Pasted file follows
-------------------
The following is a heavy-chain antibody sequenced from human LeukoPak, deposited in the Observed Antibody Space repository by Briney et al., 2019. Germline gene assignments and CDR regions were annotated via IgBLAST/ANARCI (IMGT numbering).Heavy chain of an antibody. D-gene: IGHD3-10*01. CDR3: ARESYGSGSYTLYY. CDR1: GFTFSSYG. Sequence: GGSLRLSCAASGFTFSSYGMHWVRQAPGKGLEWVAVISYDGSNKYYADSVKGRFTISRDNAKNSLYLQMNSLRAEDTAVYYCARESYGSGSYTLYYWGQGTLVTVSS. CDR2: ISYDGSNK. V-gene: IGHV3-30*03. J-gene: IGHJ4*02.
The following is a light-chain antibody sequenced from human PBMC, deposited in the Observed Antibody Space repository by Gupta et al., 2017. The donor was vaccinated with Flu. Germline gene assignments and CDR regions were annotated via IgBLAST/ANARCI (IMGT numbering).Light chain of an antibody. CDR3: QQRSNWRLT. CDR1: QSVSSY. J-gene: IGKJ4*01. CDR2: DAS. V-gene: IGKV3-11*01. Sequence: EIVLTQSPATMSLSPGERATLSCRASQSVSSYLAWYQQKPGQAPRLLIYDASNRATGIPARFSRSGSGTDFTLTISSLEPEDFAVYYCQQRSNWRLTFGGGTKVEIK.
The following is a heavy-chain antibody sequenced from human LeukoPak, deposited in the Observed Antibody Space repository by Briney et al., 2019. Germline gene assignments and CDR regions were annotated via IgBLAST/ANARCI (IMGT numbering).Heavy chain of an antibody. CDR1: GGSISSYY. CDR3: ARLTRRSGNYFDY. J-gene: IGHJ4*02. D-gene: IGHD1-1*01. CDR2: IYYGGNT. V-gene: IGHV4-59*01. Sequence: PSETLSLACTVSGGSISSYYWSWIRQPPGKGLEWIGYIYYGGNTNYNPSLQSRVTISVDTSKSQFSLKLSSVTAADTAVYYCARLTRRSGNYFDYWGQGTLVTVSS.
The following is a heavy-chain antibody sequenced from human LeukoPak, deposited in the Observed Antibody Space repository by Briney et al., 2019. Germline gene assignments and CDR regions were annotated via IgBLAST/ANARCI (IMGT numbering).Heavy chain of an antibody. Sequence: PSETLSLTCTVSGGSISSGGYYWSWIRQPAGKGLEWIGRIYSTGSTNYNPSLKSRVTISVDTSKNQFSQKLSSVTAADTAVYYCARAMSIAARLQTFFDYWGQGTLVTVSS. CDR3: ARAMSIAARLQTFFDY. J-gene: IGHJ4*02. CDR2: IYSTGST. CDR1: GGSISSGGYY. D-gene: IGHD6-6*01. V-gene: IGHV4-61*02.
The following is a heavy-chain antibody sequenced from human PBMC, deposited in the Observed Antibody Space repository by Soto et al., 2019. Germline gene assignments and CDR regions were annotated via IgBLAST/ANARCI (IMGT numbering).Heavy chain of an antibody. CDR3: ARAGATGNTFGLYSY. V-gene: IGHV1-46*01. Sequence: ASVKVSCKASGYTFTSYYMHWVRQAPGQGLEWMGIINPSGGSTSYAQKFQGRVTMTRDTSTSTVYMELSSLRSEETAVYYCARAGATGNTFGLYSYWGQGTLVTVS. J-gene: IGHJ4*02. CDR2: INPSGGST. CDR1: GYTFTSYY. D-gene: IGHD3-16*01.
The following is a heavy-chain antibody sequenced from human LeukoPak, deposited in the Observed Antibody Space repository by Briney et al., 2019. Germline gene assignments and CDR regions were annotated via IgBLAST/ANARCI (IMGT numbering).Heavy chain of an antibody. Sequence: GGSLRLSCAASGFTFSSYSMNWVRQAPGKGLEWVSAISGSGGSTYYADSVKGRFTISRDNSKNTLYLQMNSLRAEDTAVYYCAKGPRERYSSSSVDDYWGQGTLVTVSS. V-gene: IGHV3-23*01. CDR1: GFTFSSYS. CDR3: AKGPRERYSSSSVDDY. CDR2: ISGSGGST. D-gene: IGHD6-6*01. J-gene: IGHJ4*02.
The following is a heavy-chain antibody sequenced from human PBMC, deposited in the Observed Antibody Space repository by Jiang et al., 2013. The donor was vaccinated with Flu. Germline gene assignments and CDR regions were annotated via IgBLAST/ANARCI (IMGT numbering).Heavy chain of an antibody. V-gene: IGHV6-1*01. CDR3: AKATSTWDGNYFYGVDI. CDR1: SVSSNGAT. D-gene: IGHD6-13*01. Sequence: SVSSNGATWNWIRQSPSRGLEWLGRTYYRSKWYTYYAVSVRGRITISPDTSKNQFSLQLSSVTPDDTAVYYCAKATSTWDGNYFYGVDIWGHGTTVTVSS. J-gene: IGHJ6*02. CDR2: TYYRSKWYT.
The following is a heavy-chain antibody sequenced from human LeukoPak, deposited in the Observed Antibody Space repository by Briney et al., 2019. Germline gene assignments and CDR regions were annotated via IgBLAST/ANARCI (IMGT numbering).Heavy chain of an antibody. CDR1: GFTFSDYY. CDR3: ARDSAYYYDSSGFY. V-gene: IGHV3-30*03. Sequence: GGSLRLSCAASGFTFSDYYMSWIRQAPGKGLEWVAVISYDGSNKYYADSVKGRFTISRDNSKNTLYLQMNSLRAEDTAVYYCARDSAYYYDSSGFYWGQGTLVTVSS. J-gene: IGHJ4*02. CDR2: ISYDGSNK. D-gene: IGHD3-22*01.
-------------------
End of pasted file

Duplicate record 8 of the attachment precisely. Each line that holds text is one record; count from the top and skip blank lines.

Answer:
The following is a heavy-chain antibody sequenced from human LeukoPak, deposited in the Observed Antibody Space repository by Briney et al., 2019. Germline gene assignments and CDR regions were annotated via IgBLAST/ANARCI (IMGT numbering).Heavy chain of an antibody. CDR1: GFTFSDYY. CDR3: ARDSAYYYDSSGFY. V-gene: IGHV3-30*03. Sequence: GGSLRLSCAASGFTFSDYYMSWIRQAPGKGLEWVAVISYDGSNKYYADSVKGRFTISRDNSKNTLYLQMNSLRAEDTAVYYCARDSAYYYDSSGFYWGQGTLVTVSS. J-gene: IGHJ4*02. CDR2: ISYDGSNK. D-gene: IGHD3-22*01.